No need to go into great detail here – all the details are on the council’s website but there are different ways of looking at them.
As with all sets of results they can be interpreted several ways depending on how optimistic/pessimistic you are, how in touch with reality you are, what political persuasion you are and what you want to prove. (As any avid reader of Daryl Huff’s seminal work How To Lie With Statistics knows you can prove just about anything from the same set of numbers)
Here some of the many ways of looking at the results:
1. The Private Frazer approach
As John Laurie used to say in Dad’s Army – “We’re all doomed. Doomed I say!”
On the face of it, thats a pretty good way to sum up an election which saw 13 seats contested and Labour only winning 2 of them, and losing 5 seats which were Labour seats up until this week, and the whole council moving from no overall control to an absolute Tory majority of 7 seats.
2. The turd-polishing approach
On the other hand we can look at the fact that the Labour vote did not totally collapse and go into ‘meltdown’ as everyone predicted. It generally held up fairly well. In several wards our vote increased and our percentage of the vote increased.
In Bewbush our vote increased by more than 140 even though the turnout was a bit down on last year, so our vote went up by more than 12 percentage points. In Maidenbower we got a few more votes on a lower turnout and moved up from distant third to distant second place.
3. The fence-sitting approach
In keeping with the now-legendary ‘third way’ the truth probably lies somewhere between the other two. We do have to accept that we did not do very well at all, but take a positive approach to that. The results were worse than expected, but not a total shock. (I did not waste time filling out the nomination forms for the group AGM, saying what positions on the group or council committees I wanted, and I wonder how many others didn’t bother.)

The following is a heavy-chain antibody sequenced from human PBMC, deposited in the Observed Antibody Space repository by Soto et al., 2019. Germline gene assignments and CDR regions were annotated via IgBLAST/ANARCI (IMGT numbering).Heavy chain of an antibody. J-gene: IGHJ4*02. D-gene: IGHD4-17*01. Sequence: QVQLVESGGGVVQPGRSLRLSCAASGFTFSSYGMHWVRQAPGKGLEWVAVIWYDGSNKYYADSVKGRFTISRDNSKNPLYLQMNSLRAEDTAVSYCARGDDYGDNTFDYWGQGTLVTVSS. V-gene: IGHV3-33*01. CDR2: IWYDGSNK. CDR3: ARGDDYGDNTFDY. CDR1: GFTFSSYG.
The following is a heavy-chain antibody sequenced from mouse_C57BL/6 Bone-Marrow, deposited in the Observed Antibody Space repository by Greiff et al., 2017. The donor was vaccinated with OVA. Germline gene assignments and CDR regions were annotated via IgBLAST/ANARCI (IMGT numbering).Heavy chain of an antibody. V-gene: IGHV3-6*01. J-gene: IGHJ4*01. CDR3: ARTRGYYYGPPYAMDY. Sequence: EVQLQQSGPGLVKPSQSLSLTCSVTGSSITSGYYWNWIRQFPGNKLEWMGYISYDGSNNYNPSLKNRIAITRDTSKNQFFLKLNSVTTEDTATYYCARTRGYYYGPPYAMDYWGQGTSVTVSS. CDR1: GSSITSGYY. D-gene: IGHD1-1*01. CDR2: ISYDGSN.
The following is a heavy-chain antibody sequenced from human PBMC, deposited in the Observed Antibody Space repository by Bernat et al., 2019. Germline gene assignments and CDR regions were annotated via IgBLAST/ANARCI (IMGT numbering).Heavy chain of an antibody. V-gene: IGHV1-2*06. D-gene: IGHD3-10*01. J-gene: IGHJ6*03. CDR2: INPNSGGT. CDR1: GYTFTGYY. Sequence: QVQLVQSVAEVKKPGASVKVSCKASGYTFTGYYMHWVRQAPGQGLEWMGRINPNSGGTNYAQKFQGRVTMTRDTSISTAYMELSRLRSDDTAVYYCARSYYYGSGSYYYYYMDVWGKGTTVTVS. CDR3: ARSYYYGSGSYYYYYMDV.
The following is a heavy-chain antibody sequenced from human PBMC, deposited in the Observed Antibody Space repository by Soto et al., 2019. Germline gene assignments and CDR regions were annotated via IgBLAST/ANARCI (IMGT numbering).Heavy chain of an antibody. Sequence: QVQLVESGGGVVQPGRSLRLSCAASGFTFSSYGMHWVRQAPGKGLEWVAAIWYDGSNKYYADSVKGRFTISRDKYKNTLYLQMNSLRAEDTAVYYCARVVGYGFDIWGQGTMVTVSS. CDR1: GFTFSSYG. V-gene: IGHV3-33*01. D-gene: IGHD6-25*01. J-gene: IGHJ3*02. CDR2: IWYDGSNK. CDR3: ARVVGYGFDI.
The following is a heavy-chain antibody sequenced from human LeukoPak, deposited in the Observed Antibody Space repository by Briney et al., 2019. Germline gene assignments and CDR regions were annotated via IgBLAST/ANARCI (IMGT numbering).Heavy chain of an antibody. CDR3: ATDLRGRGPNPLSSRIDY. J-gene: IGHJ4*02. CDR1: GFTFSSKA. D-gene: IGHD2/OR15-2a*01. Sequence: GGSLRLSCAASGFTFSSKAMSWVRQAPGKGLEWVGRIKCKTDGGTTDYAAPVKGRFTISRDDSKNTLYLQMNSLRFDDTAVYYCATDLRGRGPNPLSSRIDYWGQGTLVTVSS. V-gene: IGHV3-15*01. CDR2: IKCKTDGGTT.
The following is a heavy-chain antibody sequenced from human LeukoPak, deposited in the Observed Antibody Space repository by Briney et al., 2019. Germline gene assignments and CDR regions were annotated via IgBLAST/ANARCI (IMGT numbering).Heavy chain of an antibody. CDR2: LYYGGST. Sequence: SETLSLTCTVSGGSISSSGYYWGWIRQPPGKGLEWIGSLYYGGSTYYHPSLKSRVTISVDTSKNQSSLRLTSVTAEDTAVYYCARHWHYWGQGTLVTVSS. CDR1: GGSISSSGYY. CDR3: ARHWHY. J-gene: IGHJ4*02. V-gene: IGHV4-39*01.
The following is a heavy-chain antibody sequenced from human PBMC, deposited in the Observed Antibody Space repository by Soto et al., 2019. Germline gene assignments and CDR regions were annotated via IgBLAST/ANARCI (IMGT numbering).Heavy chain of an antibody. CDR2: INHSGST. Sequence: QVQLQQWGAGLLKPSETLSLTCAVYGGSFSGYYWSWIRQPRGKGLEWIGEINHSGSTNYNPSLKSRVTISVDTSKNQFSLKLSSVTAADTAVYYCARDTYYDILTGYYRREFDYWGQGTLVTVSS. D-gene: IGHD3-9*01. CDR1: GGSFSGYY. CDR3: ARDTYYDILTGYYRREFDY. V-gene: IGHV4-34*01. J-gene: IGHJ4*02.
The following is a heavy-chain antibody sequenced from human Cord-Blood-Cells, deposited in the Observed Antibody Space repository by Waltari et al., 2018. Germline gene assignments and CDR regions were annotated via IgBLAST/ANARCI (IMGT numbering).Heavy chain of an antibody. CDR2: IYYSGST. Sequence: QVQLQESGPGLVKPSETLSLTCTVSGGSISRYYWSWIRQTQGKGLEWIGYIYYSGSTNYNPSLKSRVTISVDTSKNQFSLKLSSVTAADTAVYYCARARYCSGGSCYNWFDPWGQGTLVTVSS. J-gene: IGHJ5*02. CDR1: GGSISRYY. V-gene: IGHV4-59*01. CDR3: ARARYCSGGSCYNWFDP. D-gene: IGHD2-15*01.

It is useful to realise that we did not lose because our vote collapsed but because it did not increase while the Tories’ vote did increase. The mistake would be to sit back and wait for the Tories’ vote to collapse again. It is all too easy to say that the result is down to Tony Blair, mid-term blues, Iraq, the terrorist trial verdict, the extra candidates in most wards, and a host of other issues. This is the mindset that assumes everything is down to outside factors therefore we need do nothing different ourselves: just wait for the natural order to re-assert itself. I think the word for that is complacency.
Yes the vote did not collapse completely as predicted, and with so many seats being close, turnouts so low and so many parties involved the effect of small movements can be magnified and result in a disproportionate loss of seats, but that is not the end of the story. In that context maintaining our vote is akin to the last-minute goal a team scores when it is six-nil down – a consolation goal.
When we lost a few seats in 2004 and had our majority reduced it could have been an anomaly or the start of a trend. I think we chose to put the blinkers on and treat it as a fluke. When we lost a few more seats and lost the majority by the drawing of lots it should have been obvious that it was not a fluke, but I am not so sure we really took it seriously enough.
The thing about trends in maths/statistics is that once established they will continue unless a limiting factor causes them to plateau or unless the contributing factors change. OK, there were some factors outside our control which have affected resuts in the last few years, but what have we done to mitigate their effects?
If these latest result can force us to be honest enough to examine where we can improve ourselves locally, regardless of what happens elsewhere, then there really will be some consolation.